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The collection as time machine - opens 24 June

until August 27 2017

Mark Rothko, Grey, Orange on Maroon, no. 8, 1960, Museum Boijmans Van Beuningen, Rotterdam Anthonie van Dyck, Saint Jerome, 1618-1620.  Museum Boijmans Van Beuningen, Rotterdam. Loan: Willem van der Vorm Foundation. Suze Robertson, Drawing, 1900, Museum Boijmans Van Beuningen Pyke Koch, Portrait Jkvr. J.C. van Boetzelaer, c. 1954, Museum Boijmans Van Beuningen, Rotterdam. Bruikleen: particuliere collectie, 2012 Salvador Dalí, Couple aux tętes pleines de nuages (A couple with their heads full of clouds), 1936. Museum Boijmans Van Beuningen, Rotterdam.  © Salvador Dalí, Fundación Ga

From 24 June Museum Boijmans Van Beuningen’s permanent collection will be shown in a totally new series of displays. Carel Blotkamp, artist and emeritus professor of the history of art at the VU University in Amsterdam, has conceived a new display that he hopes will seduce visitors into spending more time with the works of art. ‘I want to encourage slow looking.’

Museum Boijmans Van Beuningen has a collection of more than 145,000 objects dating from c.1300 to the present day, including numerous works by world-renowned artists. However, only 8 per cent of the collection is on display and the displays have remained the same for the past five years. That is all due to change on 24 June when the museum unveils its new displays selected by guest curator Carel Blotkamp, featuring more than 500 artworks in a new configuration that will excite both regular visitors and tourists alike. The idea behind the new display is to create exciting confrontations between old masters and modern art and between well-known and more obscure artworks.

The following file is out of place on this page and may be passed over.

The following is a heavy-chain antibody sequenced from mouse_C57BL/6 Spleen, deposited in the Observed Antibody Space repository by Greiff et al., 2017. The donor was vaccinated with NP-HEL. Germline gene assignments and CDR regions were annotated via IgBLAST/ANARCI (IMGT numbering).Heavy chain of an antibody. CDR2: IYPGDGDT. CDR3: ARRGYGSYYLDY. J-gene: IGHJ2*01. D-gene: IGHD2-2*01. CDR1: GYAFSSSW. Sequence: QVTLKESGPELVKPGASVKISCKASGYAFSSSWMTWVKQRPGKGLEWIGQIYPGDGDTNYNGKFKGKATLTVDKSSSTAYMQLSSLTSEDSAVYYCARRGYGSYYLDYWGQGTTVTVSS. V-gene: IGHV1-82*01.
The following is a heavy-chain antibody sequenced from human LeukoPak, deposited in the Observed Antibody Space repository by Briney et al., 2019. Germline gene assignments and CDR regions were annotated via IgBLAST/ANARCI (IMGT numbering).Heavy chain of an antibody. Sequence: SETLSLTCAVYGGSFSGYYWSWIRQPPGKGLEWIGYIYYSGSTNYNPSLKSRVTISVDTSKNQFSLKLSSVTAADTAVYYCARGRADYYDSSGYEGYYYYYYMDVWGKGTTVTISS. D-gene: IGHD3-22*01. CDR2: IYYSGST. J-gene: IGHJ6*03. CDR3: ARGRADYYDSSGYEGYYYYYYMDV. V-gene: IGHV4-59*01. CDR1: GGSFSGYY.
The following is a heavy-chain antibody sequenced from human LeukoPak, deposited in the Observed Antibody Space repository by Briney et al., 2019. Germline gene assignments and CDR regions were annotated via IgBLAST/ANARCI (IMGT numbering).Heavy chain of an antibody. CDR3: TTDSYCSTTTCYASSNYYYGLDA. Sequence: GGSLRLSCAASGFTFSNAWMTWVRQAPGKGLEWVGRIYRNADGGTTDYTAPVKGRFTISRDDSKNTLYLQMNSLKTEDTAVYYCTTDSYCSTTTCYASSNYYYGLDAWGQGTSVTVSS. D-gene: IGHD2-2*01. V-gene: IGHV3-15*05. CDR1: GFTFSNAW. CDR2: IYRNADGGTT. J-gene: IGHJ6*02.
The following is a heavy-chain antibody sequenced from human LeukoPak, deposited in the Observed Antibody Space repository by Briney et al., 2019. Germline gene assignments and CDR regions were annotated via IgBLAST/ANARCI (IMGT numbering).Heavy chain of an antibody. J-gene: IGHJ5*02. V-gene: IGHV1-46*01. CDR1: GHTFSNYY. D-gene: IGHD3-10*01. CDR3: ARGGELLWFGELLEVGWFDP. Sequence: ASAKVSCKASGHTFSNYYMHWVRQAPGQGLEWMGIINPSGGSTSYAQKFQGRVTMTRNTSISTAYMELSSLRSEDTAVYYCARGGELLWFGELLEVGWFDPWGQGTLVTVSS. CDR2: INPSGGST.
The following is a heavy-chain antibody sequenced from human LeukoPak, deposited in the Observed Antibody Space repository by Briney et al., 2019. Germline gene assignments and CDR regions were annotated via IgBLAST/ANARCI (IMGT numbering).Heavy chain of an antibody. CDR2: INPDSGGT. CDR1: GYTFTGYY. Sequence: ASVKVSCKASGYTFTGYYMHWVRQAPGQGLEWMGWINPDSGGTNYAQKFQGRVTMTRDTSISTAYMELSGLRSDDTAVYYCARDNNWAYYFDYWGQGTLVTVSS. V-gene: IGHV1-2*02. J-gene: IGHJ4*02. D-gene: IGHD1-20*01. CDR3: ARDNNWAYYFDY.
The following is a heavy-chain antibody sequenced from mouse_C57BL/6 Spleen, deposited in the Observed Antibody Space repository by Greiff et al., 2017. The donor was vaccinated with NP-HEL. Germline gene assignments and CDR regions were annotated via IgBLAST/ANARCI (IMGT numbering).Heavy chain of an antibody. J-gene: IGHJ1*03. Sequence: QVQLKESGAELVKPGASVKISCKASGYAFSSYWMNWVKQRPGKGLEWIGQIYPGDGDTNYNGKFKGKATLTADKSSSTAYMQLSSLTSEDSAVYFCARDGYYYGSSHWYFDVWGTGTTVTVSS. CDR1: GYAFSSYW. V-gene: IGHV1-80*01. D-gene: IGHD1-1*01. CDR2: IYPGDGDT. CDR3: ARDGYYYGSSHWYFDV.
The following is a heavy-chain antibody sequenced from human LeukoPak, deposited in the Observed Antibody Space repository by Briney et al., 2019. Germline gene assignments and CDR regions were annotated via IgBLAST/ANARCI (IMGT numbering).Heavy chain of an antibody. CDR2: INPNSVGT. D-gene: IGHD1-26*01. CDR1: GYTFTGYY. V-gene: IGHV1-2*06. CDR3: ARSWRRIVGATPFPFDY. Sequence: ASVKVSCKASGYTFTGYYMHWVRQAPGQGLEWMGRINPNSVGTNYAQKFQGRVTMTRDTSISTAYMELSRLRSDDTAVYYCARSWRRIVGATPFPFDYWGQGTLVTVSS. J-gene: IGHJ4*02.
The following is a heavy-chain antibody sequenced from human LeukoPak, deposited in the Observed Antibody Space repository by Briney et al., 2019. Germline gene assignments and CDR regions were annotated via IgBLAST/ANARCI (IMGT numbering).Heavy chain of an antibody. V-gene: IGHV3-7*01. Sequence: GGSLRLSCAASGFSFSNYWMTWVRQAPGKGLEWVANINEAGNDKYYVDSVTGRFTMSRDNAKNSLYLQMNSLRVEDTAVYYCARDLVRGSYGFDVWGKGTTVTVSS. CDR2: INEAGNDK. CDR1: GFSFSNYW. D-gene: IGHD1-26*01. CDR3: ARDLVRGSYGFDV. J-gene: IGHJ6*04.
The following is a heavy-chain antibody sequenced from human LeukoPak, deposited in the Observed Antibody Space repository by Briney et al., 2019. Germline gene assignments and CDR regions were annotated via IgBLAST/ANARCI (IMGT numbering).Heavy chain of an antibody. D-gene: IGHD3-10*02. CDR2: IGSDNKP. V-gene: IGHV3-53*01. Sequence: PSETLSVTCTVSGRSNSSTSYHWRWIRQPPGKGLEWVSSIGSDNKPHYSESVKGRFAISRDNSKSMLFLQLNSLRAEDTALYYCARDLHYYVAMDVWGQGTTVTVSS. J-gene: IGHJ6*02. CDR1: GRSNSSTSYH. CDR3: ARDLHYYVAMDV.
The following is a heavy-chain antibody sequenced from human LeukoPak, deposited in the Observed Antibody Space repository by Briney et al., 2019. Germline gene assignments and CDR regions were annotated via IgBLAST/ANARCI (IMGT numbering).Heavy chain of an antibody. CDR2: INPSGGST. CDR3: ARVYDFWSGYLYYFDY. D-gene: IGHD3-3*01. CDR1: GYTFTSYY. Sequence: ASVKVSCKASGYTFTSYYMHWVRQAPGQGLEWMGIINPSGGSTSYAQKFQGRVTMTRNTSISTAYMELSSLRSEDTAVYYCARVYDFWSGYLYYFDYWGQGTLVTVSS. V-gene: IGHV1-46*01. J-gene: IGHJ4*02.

Stimulating

Blotkamp has chosen to return to a chronological ordering of the works, but ‘with a twist’: ‘I’ve divided the collection into eight time blocks.  It’s like travelling back and forth through art history in a time machine. I hope the abrupt transitions between periods will sharpen the eye and stimulate the mind,’ says Blotkamp. Special attention has been paid to the design and use of colours: ‘Each time zone has a different colour, light for modern art and darker for old masters. The specific shades come from the palette that the artist Peter Struycken developed specially for Museum Boijmans van Beuningen. We are using violet for the oldest, religious artworks. It will be very beautiful.’

Drawings

Blotkamp has chosen to return to a chronological ordering of the works, but ‘with a twist’: ‘I’ve divided the collection into eight time blocks.  It’s like travelling back and forth through art history in a time machine. I hope the abrupt transitions between periods will sharpen the eye and stimulate the mind,’ says Blotkamp. Special attention has been paid to the design and use of colours: ‘Each time zone has a different colour, light for modern art and darker for old masters. The specific shades come from the palette that the artist Peter Struycken developed specially for Museum Boijmans van Beuningen. We are using violet for the oldest, religious artworks. It will be very beautiful.’

Permanent collection

Many visitors to Museum Boijmans Van Beuningen are surprised by the wealth of the permanent collection. The richness of the museum’s collection is in part thanks to the passion of 1700 private collectors who have gifted an incredible 50,000 artworks during the 170 years of the museum’s existence. In addition to paintings, sculpture, modern, contemporary and applied art, the museum also has collections of pre-industrial household objects and industrial design. The museum’s collections of prints and drawings, early Netherlandish painting, Impressionism and Surrealism are ranked among the best on the world.

Carel Blotkamp

Carel Blotkamp (Zeist, 1945) was professor of the history of modern art at the VU University in Amsterdam from 1982 to 2007. He has written extensively on De Stijl and Magic Realism and has authored monographs on Piet Mondrian, Pyke Koch, Ad Dekkers, Carel Visser and Daan van Golden. He has written art criticism for Vrij Nederland, the NRC Handelsblad and De Volkskrant. He has curated several exhibitions, including special presentations of the collections of the Stedelijk Museum in Amsterdam (Leporello, 2005) and the Mauritshuis in The Hague (Dalí meets Vermeer, 2011). Blotkamp has been active as an artist since 1967 and has exhibited extensively.